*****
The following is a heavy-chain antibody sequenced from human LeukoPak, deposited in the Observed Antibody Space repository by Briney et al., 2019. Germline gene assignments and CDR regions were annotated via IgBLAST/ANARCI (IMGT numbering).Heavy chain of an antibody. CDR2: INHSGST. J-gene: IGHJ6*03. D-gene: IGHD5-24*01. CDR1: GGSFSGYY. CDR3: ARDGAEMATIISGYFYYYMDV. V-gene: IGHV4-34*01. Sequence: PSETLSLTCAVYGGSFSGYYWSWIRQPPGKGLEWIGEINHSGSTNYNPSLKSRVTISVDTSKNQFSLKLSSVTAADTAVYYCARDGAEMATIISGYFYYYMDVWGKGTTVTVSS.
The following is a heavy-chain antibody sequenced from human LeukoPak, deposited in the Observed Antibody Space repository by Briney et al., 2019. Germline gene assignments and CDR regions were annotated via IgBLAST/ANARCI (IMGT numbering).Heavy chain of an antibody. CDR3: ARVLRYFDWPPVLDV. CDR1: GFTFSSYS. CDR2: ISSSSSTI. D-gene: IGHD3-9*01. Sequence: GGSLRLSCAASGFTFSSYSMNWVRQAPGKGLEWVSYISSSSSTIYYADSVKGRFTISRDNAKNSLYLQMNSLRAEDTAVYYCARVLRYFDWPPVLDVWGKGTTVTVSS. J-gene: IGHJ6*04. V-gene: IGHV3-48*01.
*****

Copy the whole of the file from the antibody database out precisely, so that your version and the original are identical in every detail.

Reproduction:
The following is a heavy-chain antibody sequenced from human LeukoPak, deposited in the Observed Antibody Space repository by Briney et al., 2019. Germline gene assignments and CDR regions were annotated via IgBLAST/ANARCI (IMGT numbering).Heavy chain of an antibody. CDR2: INHSGST. J-gene: IGHJ6*03. D-gene: IGHD5-24*01. CDR1: GGSFSGYY. CDR3: ARDGAEMATIISGYFYYYMDV. V-gene: IGHV4-34*01. Sequence: PSETLSLTCAVYGGSFSGYYWSWIRQPPGKGLEWIGEINHSGSTNYNPSLKSRVTISVDTSKNQFSLKLSSVTAADTAVYYCARDGAEMATIISGYFYYYMDVWGKGTTVTVSS.
The following is a heavy-chain antibody sequenced from human LeukoPak, deposited in the Observed Antibody Space repository by Briney et al., 2019. Germline gene assignments and CDR regions were annotated via IgBLAST/ANARCI (IMGT numbering).Heavy chain of an antibody. CDR3: ARVLRYFDWPPVLDV. CDR1: GFTFSSYS. CDR2: ISSSSSTI. D-gene: IGHD3-9*01. Sequence: GGSLRLSCAASGFTFSSYSMNWVRQAPGKGLEWVSYISSSSSTIYYADSVKGRFTISRDNAKNSLYLQMNSLRAEDTAVYYCARVLRYFDWPPVLDVWGKGTTVTVSS. J-gene: IGHJ6*04. V-gene: IGHV3-48*01.